Is There Something Peculiar About You? 6/13/99

I Peter 2:9 – 10

JESUS CHRIST has called us unto Himself. This high and holy calling is expanded upon in I Peter 2: 9, 10. To understand our role let’s review this inspired description of believers.

God in His Word calls us “His own special people” (I Peter 2: 9b). What a compliment!

The word translated people is “ethnos.” It is used 143 times in the Greek New Testament and four times in this text. As used here it describes a special relationship between God and believers. It implies the idea of belonging.

The early church spoke with pride of itself as “a people for Himself” (Acts 15: 14).

Paul reminds us of a beautiful fact in Romans 9:25 by quoting Hosea 2: 23, “I will call them My people, who were not My people, and her beloved, who was not beloved.”

In the very next verse Paul quotes from Hosea 1:10: “And it shall come to pass in the place where it was said of them, ‘You are not My people.’ There they shall be called the sons of the living God.”

It is a wonderful feeling when you have been overseas and return home to be among people with whom you belong.

Now note the characteristics of “His people.”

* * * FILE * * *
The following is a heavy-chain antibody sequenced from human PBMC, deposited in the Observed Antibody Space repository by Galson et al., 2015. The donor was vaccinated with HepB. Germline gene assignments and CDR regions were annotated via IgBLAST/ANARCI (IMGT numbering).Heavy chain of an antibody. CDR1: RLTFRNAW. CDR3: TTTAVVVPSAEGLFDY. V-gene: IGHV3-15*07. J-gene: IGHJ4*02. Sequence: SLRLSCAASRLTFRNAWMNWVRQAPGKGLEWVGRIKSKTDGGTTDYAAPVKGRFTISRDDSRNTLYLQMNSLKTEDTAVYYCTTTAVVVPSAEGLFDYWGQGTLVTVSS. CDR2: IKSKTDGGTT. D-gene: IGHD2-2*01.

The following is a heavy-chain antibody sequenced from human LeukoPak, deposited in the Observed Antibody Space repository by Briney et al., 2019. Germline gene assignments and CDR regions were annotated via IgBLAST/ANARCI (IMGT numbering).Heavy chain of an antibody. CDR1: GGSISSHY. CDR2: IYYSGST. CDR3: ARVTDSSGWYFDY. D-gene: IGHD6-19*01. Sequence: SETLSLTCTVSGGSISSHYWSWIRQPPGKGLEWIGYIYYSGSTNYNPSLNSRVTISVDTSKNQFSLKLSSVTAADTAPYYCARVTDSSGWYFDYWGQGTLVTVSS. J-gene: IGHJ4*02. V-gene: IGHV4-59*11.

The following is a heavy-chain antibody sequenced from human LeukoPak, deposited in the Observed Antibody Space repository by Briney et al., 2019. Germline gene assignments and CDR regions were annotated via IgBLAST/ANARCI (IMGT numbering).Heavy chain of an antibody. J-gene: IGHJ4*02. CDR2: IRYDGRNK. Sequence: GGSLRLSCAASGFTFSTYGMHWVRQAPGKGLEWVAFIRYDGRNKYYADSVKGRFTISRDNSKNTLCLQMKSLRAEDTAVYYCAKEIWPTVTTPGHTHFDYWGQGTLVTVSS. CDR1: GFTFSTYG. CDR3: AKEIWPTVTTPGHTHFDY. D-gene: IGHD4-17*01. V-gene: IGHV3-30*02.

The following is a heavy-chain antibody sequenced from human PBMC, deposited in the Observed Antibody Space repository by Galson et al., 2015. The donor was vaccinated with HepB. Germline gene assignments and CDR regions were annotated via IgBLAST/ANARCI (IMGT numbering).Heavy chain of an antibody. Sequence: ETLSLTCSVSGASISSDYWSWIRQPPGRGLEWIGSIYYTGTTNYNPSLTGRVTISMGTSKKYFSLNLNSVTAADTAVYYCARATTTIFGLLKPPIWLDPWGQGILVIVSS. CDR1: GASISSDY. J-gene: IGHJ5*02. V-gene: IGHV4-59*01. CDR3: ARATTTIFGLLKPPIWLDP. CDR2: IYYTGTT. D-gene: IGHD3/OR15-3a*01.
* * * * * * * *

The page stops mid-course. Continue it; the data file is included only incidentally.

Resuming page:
“You” in the Greek is emphatic meaning “but as for you.”

“Generation” is a reference to a body with a common life and descent.

Being chosen is with purpose:
1. It is a privilege. It offers a new intimate relationship with the Father. This privilege is born of salvation. Salvation through Christ’s blood is sufficient for all BUT it is efficient only for those who trust Him as personal Savior.

Missionary Watkin Roberts tried without success to help the Hmar people of India understand salvation. One day he heard of the process for making peace between warring tribes. Early in the morning the side desiring peace goes to a mountain top and beats a large war drum three times. If the other side responds before sundown by beating their drum, that means, “Come to the boundary separating us and let’s talk.”

The Chief who wants peace kills an animal and lets its blood flow along the boundary. Then he and his enemy place their hands on the animal and negotiate. When they agree, they embrace.